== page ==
Regime fighters pushed further into a jihadist-run bastion in northwest Syria Wednesday, inching towards a key town after months of deadly bombardment, a monitor said.
Eight years into Syria's civil war, the jihadist-run region of Idlib is the last major stronghold of opposition to President Bashar al-Assad's regime.
Air strikes and rocket fire by the regime and its ally Russia have pounded Idlib for more than three months, killing hundreds and displacing tens of thousands.
In the south of the stronghold, almost all residents of Khan Sheikhun -- which lies on a key highway coveted by the regime -- have left the town.
The road in question runs through Idlib, connecting government-held Damascus with the northern city of Aleppo, which was retaken by loyalists from rebels in December 2016.
After a week of ground advances, Assad's fighters were just a few kilometres away from the town on Wednesday, the Syrian Observatory for Human Rights said.
"Regime forces are now four kilometers from Khan Sheikhun to the west, with nothing between them and it but fields," Observatory chief Rami Abdel Rahman said.
To the east, pro-Assad fighters are battling to control a hill just six kilometers from the town, the head of the Britain-based Observatory said.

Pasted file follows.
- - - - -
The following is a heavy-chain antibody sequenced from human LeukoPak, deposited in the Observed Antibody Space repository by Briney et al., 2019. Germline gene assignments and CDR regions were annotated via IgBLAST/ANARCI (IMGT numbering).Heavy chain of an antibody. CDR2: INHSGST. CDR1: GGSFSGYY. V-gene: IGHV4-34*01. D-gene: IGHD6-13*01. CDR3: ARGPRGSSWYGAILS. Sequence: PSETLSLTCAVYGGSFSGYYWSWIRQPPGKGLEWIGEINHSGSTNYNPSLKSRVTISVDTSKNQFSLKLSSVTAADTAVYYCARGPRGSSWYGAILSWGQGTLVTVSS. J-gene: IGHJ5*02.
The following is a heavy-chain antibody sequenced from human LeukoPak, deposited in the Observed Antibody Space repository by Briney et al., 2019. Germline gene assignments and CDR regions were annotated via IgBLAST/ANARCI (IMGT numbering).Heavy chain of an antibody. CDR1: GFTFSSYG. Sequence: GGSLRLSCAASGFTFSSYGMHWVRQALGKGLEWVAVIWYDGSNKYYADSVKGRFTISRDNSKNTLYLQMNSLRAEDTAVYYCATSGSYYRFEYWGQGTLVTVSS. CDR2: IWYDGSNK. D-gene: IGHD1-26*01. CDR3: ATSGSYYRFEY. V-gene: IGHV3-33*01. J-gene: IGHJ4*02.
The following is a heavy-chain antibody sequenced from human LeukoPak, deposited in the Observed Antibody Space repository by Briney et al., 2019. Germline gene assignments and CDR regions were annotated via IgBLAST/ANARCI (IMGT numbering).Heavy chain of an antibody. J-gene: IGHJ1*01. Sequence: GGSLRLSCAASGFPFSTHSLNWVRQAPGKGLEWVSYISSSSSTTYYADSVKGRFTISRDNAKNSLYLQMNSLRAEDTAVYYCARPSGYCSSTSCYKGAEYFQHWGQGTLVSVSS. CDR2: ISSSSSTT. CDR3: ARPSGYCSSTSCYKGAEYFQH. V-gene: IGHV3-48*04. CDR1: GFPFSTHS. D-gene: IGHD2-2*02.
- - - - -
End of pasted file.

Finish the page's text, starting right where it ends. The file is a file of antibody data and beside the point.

Clashes on Wednesday have killed 14 regime forces, as well as 20 jihadists and seven allied rebels, he said.
State news agency SANA on Wednesday said army troops had taken several villages from the jihadists and rebels in the area west of Khan Sheikhun.
AFP correspondents have reported seeing dozens of families flee fighting over the past few days, heading north in trucks piled high with belongings.
A buffer zone deal brokered by Russia and Turkey last year was supposed to protect the Idlib region's three million inhabitants from an all-out regime offensive, but it was never fully implemented.
An alliance led by fighters from Syria's former al-Qaida affiliate -- Hayat Tahrir al-Sham -- took over full control of the anti-Assad stronghold in May.
Regime and Russian air strikes and shelling since late April have killed almost 820 civilians, the Observatory says.
The United Nations says dozens of health centers as well as schools have been targeted.
Humanitarian workers have warned that any fully-blown ground attack on Idlib would cause one of the worst humanitarian disasters of Syria's war.
The conflict has killed more than 370,000 people and displaced millions at home and abroad since starting with the brutal repression of anti-regime protests in 2011.© 2019 AFP